Are F1 drivers being threatened by Saudi authorities to race?
The Jeddah F1 race will go on, despite the drivers having concerns over being able to continue the race, but were convinced to race after they were told of "the possible consequences of not racing."
Saudi Arabia's Jeddah Formula 1 race will go ahead as planned following two series of meetings after the Ansar Allah's missile attack hit Aramco facilities in the cities.
The drivers had spent four hours after Friday's practice discussing whether they would race or not. The meetings eventually lasted well into the night until 2:30 a.m, when the team bosses emerged saying there will be a race.
However, it seems that this isn't a case of the drivers voluntarily agreeing to race, as there are allegations of Saudi authorities twisting organizers' arms in order to force the teams into doing this.
Before second practice, F1 president Stefano Domenicali had called the teams and drivers to a meeting, and told them the weekend's race would proceed as planned. Although the drivers were still concerned about racing under these circumstances, as they would not be able to fully concentrate and would remain stressed.
The meeting lasted for four hours, but they were eventually convinced to go ahead and race "after being given further information by bosses," according to BBC Sport.
Part of this information, according to BBC, was the "potential impact calling off the race might have - whether there could be delays in personnel or freight leaving the country."
Unfortunate "mechanical issues"
This brings to mind a 2019 incident, wherein WWE wrestlers taking part in events in Saudi Arabia, were placed in similar circumstances.
Back in November 2019, the WWE cut the live feed to a pay-per-view event being held in Saudi Arabia early, a move that angered Saudi Authorities.
WWE commentator Hugo Savinovish speculated on Facebook Live that this move was a retaliatory move by WWE CEO Vince McMahon due to KSA missing payments in hundreds of millions of dollars to the WWE. The federation denied the allegations when contacted by Forbes.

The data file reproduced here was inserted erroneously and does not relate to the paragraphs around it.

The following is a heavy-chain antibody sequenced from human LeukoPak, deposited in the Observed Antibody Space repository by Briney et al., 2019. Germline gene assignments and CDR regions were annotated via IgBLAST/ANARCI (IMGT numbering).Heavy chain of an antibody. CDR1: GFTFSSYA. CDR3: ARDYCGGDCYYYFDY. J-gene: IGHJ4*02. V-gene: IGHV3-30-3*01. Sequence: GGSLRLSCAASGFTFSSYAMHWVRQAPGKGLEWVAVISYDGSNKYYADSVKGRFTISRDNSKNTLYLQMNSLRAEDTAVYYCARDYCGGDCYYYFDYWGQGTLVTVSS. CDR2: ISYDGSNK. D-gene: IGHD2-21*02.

However, the next day, nearly 200 wrestlers and employees remained stuck in their plane on the tarmac for more than six hours, with the delay being blamed on "mechanical issues" that obstructed them from leaving Riyadh and caused them to miss a live show.
Dave Meltzer, a US sports journalist, tweeted: “Some notes since nobody can say anything. WWE had a problem in Saudi Arabia. Talent was not allowed to leave on their flight and most are still there. 20 people, 12 of which were talent, have left but the rest are still there.”
Meltzer told the radio station Wrestling Observer that tensions grew when military police were sent to the airport.
He added: “The talent felt they were hostages… nobody was harmed or anything like that. It’s a really tense story.”
In F1, Cash is king
F1 six-time world champion Lewis Hamilton had once told those asking him why he thinks the Australian Grand Prix was going ahead amid Covid-19 concerns in March 2020, he famously said “Cash is king. I can’t add much more to it. I don’t feel like I should shy away from my opinion.”
British racing champion Brad Philpot apparently shares Hamilton's outlook as well:
Have some courage and call the damn race off - and let this be a lesson to @F1 that they should avoid doing dodgy deals with countries who are not yet ready for international sport just because the money is attractive. #F1 #SaudiaArabiaGP— Brad Philpot 🏎🏁 (@BradleyPhilpot) March 25, 2022
This "cash is king" attitude isn't exactly new to the Formula 1 scene. F1 organizers canceled the Russian Grand Prix as part of the recent campaign of Russo-phobia launched by the West. Not only that, but the Haas F1 team dropped Russian Fertilizer company Uralkali as its title sponsor, and Nikita Mazepin - whose father is a majority shareholder in Uralkali - was dropped as a driver.
This was all amid called by F1 champion Max Verstappen's claims that when a country is at war then it's not right to race there.
However, the sport's title sponsor is Saudi Arabia's Aramco oil company, whose branding is laid across every track. F1 organizers have also continuously ignored pleas from human rights groups to change circuits from those in Gulf countries.
None of the drivers would dare mention the war on Yemen, despite countless massacres by the Saudi-led coalition, the latest of which took place on Saturday, in which 12 civilians were killed. In fact, the war on Yemen has just wrapped up its seventh year, with more than 17,000 civilians so far killed by the Saudi-led aggression's raids.
The fact that this race is being held is only testament to the importance Saudi Arabia's authorities give to sportswashing: the act of using sports to whitewash their image, or allow them to circumvent their atrocious human rights record, notably after recently conducting a mass execution of 81 citizens. From the Saudi Public Investment Fund (SPIF) spending billions to buy football teams, to its sponsorship of different kinds of sports events, from WWE to Formula 1, the Saudis seem to give this policy a high priority.